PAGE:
Harold Finds a Voice by Courtney Dicmas (Child’s Play International)
Weasels by Elys Dolan (Nosy Crow)
Penguin in Peril by Helen Hancocks (Templar)
Time for Bed, Fred! by Yasmeen Ismail (Bloomsbury)
The Crocodile Who Didn’t Like Water by Gemma Merino (Macmillan Children’s Books)
Best Fiction for 5-12s:
The School for Good and Evil by Soman Chainani (HarperCollins Children’s Books)
Darcy Burdock by Laura Dockrill (Random House Children’s Books)
Shiverton Hall by Emerald Fennell (Bloomsbury)
The Skull in the Wood by Sandra Greaves (Chicken House)
Rooftoppers by Katherine Rundell (Faber and Faber)
The Last Wild by Piers Torday (Quercus)
Best Book for Teens:
The Bone Dragon by Alexia Casale (Faber and Faber)
Butter by Erin Lange (Faber and Faber)
If You Find Me by Emily Murdoch (Orion)
Paper Aeroplanes by Dawn O’Porter (Hot Key Books)
Out of the Easy by Ruta Sepetys (Penguin)
Geek Girl by Holly Smale (HarperCollins Children’s Books)
Happy reading! from Cathy, week ending 21 February 2014.
British Raj soldiers on
IN India, as in Britain, the Raj never goes out of fashion. It was the formative period of the nation we know today, comprising more than 300 years under colonial rule and the development of roads, railways and trading ports. Also much strife. Inspired authors have found rich material in all this human endeavour, and their work is much in evidence at the current Kolkata Book Fair, the world’s biggest after Frankfurt and London. In terms of non-trade attendance it actually attracts more people than all the other annual book fests.
Before drawing to an end on February 9, the gathering will have attracted two million book lovers from around the world. Note: they were mostly readers, unlike the European trade fairs that attract publishers and booksellers.
Held in the former capital of British India (Calcutta, now renamed), the Kolkata event this year had ‘Peru’ as its central theme. This did not overshadow the immense availability of Raj titles, including the popular humour of Bryce McBryce. His fictional tales are contained in the paperback original titled simply Brat. This is a brilliant take on the twilight of empire on the eve of World War 2. A British ‘brat’ – the official term for children of military personnel – provokes alarm and despondency in a British garrison fort in charge of ‘the natives’. The troubles result from this young innocent’s striving to understand the weird world of adults. Get a free sample. Or select an extract as a complete short story.
Among more serious Raj authors, traditional adventure favourites like Katharine Gordon, M.M. Kaye, John Masters and Paul Scott are still being republished, as is the great Rudyard Kipling. And of course there is a whole new world of Indian authors. Along with fellow writers from Pakistan, Bangladesh and Sri Lanka, these have for many years been the lifeblood of the Kolkata Book Fair
450 years a brandname author!
EVEN as I write this, the Shakespeare lovers and the inevitable doubters are at it again. No other writer has stirred such interest (most of it after his death). Now, 450 years since he died, the world is abuzz with comments and questions about his work, using a magic the Bard of Avon could never have imagined.
A panel of authors in Berlin has been discussing Shakespeare and taking queries live from around the world, via Twitter. Enthusiasts were being invited to submit questions using the hashtag #Shakespeare2014.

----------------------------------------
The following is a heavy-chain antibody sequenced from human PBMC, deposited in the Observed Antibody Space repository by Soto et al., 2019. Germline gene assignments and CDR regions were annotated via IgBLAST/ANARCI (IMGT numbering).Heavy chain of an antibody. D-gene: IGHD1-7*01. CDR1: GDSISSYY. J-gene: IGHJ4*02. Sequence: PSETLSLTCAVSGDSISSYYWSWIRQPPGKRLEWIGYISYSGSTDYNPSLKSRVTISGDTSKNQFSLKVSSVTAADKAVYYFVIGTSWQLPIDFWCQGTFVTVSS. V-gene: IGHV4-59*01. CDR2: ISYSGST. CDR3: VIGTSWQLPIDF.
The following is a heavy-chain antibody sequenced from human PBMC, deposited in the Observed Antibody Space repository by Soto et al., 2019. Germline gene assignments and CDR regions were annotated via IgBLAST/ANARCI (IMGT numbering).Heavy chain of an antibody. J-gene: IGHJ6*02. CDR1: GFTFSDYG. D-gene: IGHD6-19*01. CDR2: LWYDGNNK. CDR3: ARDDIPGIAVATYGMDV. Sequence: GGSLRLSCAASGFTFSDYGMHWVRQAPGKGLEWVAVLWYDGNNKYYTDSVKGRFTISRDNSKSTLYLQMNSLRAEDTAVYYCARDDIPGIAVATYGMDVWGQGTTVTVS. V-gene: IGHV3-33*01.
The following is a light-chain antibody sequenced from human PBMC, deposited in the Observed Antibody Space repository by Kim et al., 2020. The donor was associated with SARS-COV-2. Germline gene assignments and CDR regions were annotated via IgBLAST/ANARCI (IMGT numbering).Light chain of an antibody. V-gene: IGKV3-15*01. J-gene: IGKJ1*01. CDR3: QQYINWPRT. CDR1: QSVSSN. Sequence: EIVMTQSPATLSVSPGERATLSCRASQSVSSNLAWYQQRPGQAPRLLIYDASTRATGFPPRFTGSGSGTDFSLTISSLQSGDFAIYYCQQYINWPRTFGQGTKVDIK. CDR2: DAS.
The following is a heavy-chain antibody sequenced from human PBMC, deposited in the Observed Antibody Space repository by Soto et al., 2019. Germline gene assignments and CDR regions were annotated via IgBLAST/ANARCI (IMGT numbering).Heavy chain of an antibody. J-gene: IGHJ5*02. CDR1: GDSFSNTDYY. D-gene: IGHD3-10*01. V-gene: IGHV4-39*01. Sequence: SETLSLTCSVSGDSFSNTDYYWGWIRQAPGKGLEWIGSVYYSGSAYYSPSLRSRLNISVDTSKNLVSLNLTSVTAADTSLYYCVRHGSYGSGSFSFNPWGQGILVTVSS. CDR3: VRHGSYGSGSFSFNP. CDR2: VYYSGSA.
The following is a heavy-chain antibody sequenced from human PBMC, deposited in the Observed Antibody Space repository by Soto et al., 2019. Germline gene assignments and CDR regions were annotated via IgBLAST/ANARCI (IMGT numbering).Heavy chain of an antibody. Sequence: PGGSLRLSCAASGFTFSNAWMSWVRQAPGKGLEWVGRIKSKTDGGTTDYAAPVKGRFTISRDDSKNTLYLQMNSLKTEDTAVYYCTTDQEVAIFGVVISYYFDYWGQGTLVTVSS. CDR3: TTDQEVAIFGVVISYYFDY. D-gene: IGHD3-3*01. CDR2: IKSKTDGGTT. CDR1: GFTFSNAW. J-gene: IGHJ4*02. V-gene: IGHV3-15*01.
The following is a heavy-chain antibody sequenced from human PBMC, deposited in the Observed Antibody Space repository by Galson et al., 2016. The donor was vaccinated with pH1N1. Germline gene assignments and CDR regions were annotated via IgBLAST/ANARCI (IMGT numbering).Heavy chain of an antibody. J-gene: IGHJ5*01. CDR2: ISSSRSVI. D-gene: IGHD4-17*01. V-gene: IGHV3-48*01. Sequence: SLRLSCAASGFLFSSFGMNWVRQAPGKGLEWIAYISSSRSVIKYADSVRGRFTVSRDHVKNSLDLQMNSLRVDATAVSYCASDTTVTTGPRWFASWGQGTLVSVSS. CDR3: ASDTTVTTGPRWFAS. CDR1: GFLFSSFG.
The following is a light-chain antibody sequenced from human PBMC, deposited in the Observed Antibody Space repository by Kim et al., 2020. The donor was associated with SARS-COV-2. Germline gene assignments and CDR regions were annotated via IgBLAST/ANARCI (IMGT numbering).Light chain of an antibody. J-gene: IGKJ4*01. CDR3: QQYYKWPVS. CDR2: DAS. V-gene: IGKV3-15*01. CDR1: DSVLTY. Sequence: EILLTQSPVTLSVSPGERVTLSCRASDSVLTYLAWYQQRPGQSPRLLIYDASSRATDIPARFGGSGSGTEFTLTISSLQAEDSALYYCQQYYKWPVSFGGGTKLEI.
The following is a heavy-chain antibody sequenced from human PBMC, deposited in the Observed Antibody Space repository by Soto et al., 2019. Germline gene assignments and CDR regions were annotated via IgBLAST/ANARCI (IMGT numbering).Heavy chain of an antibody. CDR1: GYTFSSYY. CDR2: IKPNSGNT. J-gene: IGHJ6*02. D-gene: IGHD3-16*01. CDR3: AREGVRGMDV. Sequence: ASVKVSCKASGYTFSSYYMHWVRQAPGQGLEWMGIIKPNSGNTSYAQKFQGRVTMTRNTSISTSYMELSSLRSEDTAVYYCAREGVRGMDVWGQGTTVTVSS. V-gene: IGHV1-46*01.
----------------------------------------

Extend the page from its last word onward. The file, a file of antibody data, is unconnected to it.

The panel comprised Naomi Alderman, AS Byatt, Howard Jacobson, Alice Oswald, Mark Ravenhill, and Polly Stenham. Their stated purpose before the event was to reflect on Shakespeare’s legacy and examine what his work means to novelists, poets and playwrights of today. In recent times the controversy over who actually wrote the plays has flared anew.
Considering all the books about Shakespeare, fact and fiction, I jump in without false modesty to highlight one of our own at Darling Newspaper Press. It is the much praised whodunit by Ann Morven, The Killing of Hamlet. Her plot links Shakespeare with modern murders in an English village. It also ventures the answer to Shakespeare’s real identity, and is perhaps more credible than many theories argued by academics. It’s a good read, with chills and chuckles in the inimitable Morven style.
Happy reading! from Cathy, week ending 7 February 2014
Tartan sarongs, sweet-n-sour haggis and whisky galore
I WAKE to the world news and I sigh, and I groan and I wonder. Why the hatred, why this mayhem? As the great poet noted, “Man’s inhumanity to man makes countless thousands mourn”. Yet this shrewd observer of humanity, Robert Burns, also wrote of love and goodwill. These desirable emotions can still be found everywhere.
Dedicated people were gathering on January 25 for the poet’s birthday, perhaps small balance to the world rage, but celebrating immortal ideals.
I read this week of tartan sarongs worn in Sri Lanka for Burns Night, and sweet-n-sour haggis served in Singapore. In Tokyo, Japanese whisky would accompany the Immortal Toast to the “great chieftain of puddings” (Again the haggis). Thus it is the world over as each nation adapts the traditional Scottish rituals to local tastes.
Scots everywhere and their friends, and folk who just admire Robert Burns, have been marking the event for well over 200 years. Many books have been written about Scotland’s national bard, but I have come across only one novel that deals with his work. It is a whodunit, well written, intelligent in concept and a chuckling good read. I love the Burns content in this book, Murder Piping Hot, a mystery by Ann Morven that links the poet’s work to modern passions, Australian Aboriginal myth and a bumbling amateur sleuth in pursuit of a killer. “Family secrets can be fatal” says the sub-title. They also deliver gripping entertainment.
Happy reading! from Cathy, week ending 31 January 2014.
Booktaste.com is owned and operated by The Darling Newspaper Press, a small independent publisher in Western Australia. Its principal is Charles Bryce (email@example.com), lifelong journalist, Scottish born, formerly of The Sunday Post, The Straits Times, Reuters, The Sunday Times (Australia) and creator of The Darling Advertiser newspaper.
Blogger Cathy Macleod (firstname.lastname@example.org) is an independent literary critic who monitors the Internet for good reads, bookworld views and news.
For Darling Newspaper Press email email@example.com or post to PO box 176, Kalamunda, Western Australia 6926.
Back to top